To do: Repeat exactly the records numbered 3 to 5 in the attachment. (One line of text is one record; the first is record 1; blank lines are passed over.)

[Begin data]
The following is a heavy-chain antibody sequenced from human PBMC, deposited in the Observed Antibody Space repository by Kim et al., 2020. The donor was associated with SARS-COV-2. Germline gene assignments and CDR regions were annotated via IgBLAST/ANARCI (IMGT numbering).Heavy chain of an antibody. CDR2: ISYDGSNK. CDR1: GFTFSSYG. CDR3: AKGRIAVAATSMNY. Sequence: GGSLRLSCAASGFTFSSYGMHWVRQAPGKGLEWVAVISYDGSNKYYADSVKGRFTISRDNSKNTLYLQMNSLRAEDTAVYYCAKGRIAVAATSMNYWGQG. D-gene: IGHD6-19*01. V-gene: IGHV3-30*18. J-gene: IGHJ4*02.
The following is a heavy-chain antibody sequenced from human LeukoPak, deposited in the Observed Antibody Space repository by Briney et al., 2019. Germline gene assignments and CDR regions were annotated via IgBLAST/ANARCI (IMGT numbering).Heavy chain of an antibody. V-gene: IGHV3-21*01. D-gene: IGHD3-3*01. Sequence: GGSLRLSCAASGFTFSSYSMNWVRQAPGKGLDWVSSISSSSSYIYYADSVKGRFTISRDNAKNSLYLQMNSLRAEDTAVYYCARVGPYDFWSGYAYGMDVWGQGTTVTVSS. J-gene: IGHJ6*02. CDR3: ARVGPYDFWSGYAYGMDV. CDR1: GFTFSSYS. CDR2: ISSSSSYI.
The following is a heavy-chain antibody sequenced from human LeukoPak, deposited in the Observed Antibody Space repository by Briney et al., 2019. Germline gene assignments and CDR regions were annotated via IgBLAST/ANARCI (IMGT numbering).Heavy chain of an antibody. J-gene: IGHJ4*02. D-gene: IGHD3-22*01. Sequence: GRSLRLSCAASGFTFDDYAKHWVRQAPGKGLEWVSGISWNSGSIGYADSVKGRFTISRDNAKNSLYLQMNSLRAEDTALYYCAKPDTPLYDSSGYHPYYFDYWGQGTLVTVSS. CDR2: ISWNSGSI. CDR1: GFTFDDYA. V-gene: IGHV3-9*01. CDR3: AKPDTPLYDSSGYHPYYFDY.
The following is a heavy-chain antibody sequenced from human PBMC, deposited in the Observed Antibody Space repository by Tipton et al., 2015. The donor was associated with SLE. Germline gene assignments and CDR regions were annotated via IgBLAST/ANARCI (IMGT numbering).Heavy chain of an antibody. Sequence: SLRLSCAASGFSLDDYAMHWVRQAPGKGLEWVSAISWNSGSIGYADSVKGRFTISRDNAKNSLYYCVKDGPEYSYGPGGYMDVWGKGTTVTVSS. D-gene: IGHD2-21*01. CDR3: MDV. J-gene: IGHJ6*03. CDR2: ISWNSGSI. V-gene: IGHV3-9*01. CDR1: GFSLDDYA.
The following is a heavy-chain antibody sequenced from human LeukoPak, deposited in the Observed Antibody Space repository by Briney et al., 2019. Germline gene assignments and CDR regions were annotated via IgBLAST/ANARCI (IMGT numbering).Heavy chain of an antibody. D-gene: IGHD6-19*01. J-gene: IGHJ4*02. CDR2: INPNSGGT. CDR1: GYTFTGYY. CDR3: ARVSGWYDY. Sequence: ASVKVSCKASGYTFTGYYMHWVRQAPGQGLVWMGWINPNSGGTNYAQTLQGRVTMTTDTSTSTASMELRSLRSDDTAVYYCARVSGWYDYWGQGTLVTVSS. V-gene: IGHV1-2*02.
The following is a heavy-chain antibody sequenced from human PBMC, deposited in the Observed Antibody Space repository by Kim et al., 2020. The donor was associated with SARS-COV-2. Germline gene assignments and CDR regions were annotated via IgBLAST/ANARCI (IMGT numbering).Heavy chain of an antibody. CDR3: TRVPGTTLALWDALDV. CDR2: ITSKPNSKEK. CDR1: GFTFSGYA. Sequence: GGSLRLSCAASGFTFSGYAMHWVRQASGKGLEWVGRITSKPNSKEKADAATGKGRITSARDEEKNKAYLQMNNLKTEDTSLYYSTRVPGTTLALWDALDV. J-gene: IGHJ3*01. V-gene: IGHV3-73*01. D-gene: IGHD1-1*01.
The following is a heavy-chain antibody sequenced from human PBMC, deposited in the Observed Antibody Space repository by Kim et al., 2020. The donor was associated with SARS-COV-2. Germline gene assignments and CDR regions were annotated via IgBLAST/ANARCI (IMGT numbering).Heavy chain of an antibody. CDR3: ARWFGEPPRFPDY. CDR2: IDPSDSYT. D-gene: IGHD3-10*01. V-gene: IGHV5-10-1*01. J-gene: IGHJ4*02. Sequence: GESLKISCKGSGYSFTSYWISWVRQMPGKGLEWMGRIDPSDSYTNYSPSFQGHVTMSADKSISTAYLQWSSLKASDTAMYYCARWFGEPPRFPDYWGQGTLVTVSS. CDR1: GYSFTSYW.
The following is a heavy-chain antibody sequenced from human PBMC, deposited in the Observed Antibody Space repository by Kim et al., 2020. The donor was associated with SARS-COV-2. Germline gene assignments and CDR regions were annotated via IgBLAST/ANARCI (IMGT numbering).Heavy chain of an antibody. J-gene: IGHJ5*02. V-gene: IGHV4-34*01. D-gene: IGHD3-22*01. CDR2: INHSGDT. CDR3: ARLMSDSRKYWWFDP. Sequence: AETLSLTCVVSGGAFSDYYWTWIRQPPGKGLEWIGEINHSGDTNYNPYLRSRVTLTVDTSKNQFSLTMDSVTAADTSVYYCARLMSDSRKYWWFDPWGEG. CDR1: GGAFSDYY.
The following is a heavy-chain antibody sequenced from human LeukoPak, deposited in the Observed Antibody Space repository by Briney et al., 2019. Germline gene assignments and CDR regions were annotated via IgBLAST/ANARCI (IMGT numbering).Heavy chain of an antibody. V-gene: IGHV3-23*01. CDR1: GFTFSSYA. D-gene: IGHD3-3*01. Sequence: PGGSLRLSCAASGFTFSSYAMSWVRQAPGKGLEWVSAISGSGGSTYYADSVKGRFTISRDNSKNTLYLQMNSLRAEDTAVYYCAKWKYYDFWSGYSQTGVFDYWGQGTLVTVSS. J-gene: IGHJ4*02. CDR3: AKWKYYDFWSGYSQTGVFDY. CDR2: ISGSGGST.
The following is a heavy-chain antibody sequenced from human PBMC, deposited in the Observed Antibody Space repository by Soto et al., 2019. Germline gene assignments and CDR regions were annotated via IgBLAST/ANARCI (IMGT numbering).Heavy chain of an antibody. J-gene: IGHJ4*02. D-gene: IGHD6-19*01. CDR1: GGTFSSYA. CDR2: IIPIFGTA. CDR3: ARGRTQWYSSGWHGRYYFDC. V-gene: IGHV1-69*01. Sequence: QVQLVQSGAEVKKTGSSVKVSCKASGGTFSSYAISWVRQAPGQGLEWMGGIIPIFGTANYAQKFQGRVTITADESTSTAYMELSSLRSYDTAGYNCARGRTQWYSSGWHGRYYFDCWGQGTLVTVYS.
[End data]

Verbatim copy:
The following is a heavy-chain antibody sequenced from human LeukoPak, deposited in the Observed Antibody Space repository by Briney et al., 2019. Germline gene assignments and CDR regions were annotated via IgBLAST/ANARCI (IMGT numbering).Heavy chain of an antibody. J-gene: IGHJ4*02. D-gene: IGHD3-22*01. Sequence: GRSLRLSCAASGFTFDDYAKHWVRQAPGKGLEWVSGISWNSGSIGYADSVKGRFTISRDNAKNSLYLQMNSLRAEDTALYYCAKPDTPLYDSSGYHPYYFDYWGQGTLVTVSS. CDR2: ISWNSGSI. CDR1: GFTFDDYA. V-gene: IGHV3-9*01. CDR3: AKPDTPLYDSSGYHPYYFDY.
The following is a heavy-chain antibody sequenced from human PBMC, deposited in the Observed Antibody Space repository by Tipton et al., 2015. The donor was associated with SLE. Germline gene assignments and CDR regions were annotated via IgBLAST/ANARCI (IMGT numbering).Heavy chain of an antibody. Sequence: SLRLSCAASGFSLDDYAMHWVRQAPGKGLEWVSAISWNSGSIGYADSVKGRFTISRDNAKNSLYYCVKDGPEYSYGPGGYMDVWGKGTTVTVSS. D-gene: IGHD2-21*01. CDR3: MDV. J-gene: IGHJ6*03. CDR2: ISWNSGSI. V-gene: IGHV3-9*01. CDR1: GFSLDDYA.
The following is a heavy-chain antibody sequenced from human LeukoPak, deposited in the Observed Antibody Space repository by Briney et al., 2019. Germline gene assignments and CDR regions were annotated via IgBLAST/ANARCI (IMGT numbering).Heavy chain of an antibody. D-gene: IGHD6-19*01. J-gene: IGHJ4*02. CDR2: INPNSGGT. CDR1: GYTFTGYY. CDR3: ARVSGWYDY. Sequence: ASVKVSCKASGYTFTGYYMHWVRQAPGQGLVWMGWINPNSGGTNYAQTLQGRVTMTTDTSTSTASMELRSLRSDDTAVYYCARVSGWYDYWGQGTLVTVSS. V-gene: IGHV1-2*02.